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Mayday
not rated yet Jan 13, 2012
Curious. I'm puzzled by the evenness over such a long time period and in the context of such enormous expansion. And what happened to the usual filaments-and-knots of most large scale cosmic maps? What am I missing?
Shootist
2.3 / 5 (3) Jan 13, 2012
Curious. I'm puzzled by the evenness over such a long time period and in the context of such enormous expansion. And what happened to the usual filaments-and-knots of most large scale cosmic maps? What am I missing?


Three dimensions projected onto two, combined, I think, with every pixel (galaxy) being given the same apparent brightness.
rawa1
1 / 5 (5) Jan 13, 2012
And what happened to the usual filaments-and-knots of most large scale cosmic maps?
IMO it's because these filaments are visible only when the slightest galaxies are taken into account. The Sloan Survey doesn't use very strong telescope and it's oriented to mapping of the most luminous galaxies, for which many details of dark matter structure aren't apparent. http://www.aether...tion.jpg
chardo137
3.4 / 5 (5) Jan 13, 2012
Why are the filaments and knots missing? One has to assume that it is because of the enormously greater scale of this survey. They are there, they are just so small in this image as to be almost invisible. Also they were looking at only extremely luminous galaxies to help expand the distance scale.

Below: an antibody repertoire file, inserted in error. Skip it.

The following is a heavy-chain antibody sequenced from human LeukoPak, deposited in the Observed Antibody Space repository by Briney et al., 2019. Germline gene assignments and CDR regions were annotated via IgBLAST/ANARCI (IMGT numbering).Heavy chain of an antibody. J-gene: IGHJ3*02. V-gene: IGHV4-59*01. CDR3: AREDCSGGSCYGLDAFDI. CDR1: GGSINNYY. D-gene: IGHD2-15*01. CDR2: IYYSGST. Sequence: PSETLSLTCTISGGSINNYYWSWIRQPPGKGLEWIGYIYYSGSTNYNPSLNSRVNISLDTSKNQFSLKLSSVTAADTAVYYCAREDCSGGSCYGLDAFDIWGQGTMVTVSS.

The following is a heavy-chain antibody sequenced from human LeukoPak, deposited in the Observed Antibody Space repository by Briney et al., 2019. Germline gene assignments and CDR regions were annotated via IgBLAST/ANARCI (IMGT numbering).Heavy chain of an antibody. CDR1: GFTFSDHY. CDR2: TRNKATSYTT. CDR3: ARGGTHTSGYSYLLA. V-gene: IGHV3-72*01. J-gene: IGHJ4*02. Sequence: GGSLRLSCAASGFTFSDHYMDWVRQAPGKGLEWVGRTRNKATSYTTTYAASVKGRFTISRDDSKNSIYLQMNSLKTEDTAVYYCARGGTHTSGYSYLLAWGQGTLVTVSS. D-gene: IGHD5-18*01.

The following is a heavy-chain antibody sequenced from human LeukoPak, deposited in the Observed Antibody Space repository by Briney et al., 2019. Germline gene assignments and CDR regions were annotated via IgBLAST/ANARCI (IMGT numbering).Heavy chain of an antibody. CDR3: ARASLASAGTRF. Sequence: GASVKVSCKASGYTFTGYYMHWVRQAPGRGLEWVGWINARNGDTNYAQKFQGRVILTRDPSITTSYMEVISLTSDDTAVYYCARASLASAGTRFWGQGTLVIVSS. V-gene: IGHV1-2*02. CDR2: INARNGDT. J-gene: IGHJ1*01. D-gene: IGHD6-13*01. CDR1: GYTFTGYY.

Mayday
not rated yet Jan 13, 2012
Thanks, everyone.
MorituriMax
5 / 5 (1) Jan 13, 2012
Okay, I'll say it... "My God! It's full of Stars!"
89118a
not rated yet Jan 15, 2012
I was hoping SDSS would find at least one billboard. :(
AntonioCuesta
5 / 5 (2) Jan 20, 2012
Hi everyone, this is Antonio Cuesta from Yale University. I did some of the research described here. To answer some of the comments above, there are a few reasons that we don't see the cosmic web very clearly in the figure. The main one is that in our study we use photometric redshifts, which are less accurate than the spectroscopic redshifts being measured during the next couple of years by SDSS-III/BOSS. Photometric redshifts are a way of estimating the distance to a galaxy if we dont have a spectrum of it. The estimate comes from machine learning using the observed colors of galaxies at known redshifts as a training set, the algorithm estimates redshifts of galaxies based only on their observed colors. Since the redshifts shown in the figure are photometric redshifts, there is a lot of uncertainty that spreads out any structure in the figure.
AntonioCuesta
5 / 5 (2) Jan 20, 2012
The other reason, of course, is the size of the figure. Even with accurate redshifts, the universe is really homogeneous at this scale. The radius of the sphere shown in the figure is 2700 Megaparsecs (8800 million light years), so even if we could see all the matter distribution - all the matter, not just the big luminous galaxies that trace this distribution - it would be very homogeneous, and it would be very difficult to see any structure unless you zoom way in.